Scratchers for the cats' enclosures.
We were able to use the Stretch and Scratch cat scratchers without having to purchase them ourselves; thus, saving the shelter money. The scratchers are very helpful to the cats in enclosures. They allow them to do a behavior that is so natural for them which makes them more comfortable and more adoptable.
Serena was very scared when she came to the shelter. She would hide in her litter box quite a bit. The scratcher was one of the first things she showed interest in. Once she came out and scratched on it, she continued to do so and volunteers were able to then work with her to help her become more adoptable.
The Petfinder Foundation Sponsor a Pet grant money is put into our general fund. which supports the food and medical care we provide to our pets, as well as keeping our lights and electricity turned on.
The grant helps to keep our doors open, as we are a nonprofit organization that is supported entirely by donations.
Approximately 85 cats, plus one foster dog
Our foster dog, Buddy, had to board at a vet clinic because we had no foster home for him. We try very hard not to keep animals at the vet clinic, but sometimes it is a necessity. The grant helped with the cost for his stay. Buddy is now in his forever home!
The Stretch and Scratch Cat Scratchers helped foster animals at our two rental locations and at foster homes.
This grant helped to relieve stress for animals that are surrendered and anxious in a new environment.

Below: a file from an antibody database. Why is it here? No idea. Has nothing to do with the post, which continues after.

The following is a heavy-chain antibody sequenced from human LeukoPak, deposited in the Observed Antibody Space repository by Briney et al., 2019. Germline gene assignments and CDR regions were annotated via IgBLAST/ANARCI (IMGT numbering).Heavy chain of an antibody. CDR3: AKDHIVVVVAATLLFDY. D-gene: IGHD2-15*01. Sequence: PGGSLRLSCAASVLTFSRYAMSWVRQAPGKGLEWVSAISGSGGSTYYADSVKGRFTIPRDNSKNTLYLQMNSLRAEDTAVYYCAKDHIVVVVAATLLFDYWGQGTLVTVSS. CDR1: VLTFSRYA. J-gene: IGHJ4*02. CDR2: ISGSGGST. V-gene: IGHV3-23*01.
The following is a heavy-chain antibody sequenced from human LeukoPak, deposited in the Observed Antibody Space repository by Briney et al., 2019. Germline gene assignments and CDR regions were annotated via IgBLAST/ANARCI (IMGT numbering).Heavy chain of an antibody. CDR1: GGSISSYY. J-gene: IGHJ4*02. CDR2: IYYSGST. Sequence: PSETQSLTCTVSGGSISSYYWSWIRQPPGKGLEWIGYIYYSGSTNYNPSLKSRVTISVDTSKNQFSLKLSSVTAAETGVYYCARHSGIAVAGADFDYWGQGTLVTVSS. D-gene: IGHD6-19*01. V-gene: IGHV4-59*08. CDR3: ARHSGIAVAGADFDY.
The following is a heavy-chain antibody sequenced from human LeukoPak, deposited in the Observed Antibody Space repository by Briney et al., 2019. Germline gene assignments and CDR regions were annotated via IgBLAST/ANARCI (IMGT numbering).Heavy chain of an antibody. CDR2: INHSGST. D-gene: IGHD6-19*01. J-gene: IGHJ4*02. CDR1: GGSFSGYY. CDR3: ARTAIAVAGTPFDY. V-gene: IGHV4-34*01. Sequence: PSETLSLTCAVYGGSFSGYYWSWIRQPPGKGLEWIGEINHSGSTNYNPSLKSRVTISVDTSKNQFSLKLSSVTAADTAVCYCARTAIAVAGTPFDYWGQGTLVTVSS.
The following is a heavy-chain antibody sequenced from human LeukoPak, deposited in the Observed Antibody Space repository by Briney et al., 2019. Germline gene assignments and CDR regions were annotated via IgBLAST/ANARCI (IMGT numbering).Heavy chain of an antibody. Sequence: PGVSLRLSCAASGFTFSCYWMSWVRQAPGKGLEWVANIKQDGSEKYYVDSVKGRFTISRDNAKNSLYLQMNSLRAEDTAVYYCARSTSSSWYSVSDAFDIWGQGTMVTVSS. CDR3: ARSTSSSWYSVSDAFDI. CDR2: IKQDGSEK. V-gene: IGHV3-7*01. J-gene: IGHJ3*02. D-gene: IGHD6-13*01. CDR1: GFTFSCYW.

So far 127.
Taylor is a tabby male cat who benefited from the posts. He is still in fostering and was recently returned due to a new family situation. He was extremely skittish around the other shelter cats and very scared; the scratching posts help relieve anxiety and allowed him to open up more.
Bootz, a Siamese who was surrendered and extremely stressed, was hiding a lot in his crate and even hissing at volunteers. The scratching post gave him some stimulation and lessened stress.
We used it to purchase a new tablet.
This will help us with our adoptions at remote sites away from the shelter/adoption center. We take a few cats with us on the weekends when we are inside a local PetSmart store. There are also other times during the year when we attend community events where we can bring a few cats with us for display. At any of these, we are limited in the number of cats we can display so this tablet will allow us to conveniently show anyone who might be interested all of the other cats available at the time. We can also play videos from our extensive array of YouTube supplies.
This will be continuing for many years and we have just started using our new playtoy. To date, we can attribute at least a half dozen adoptions to this device, with many other people being introduced to our facility via virtual tours.
One very important way this has helped has been in the placement of several cats that belonged to one of our longtime volunteers. Carol Dickinson recently passed away and left behind quite a few cats. These were all "retired" breeding cats that she had brought into her home. These cats range in age from 6 to 12 and her surviving family thought it best to leave the cats in their familiar home until placements could be arranged. Her daughter has taken a few into her home but we had many others needing to find new homes. This is an excellent example of how we are using this new tablet to show people cats that we could not bring with us to the remote site. We are also using it within the shelter to show people Carol's cats when they are browsing at our adoption center. Carol's cats can be seen on our website on this page: http://www.catsexclusive.org/carolscats.html.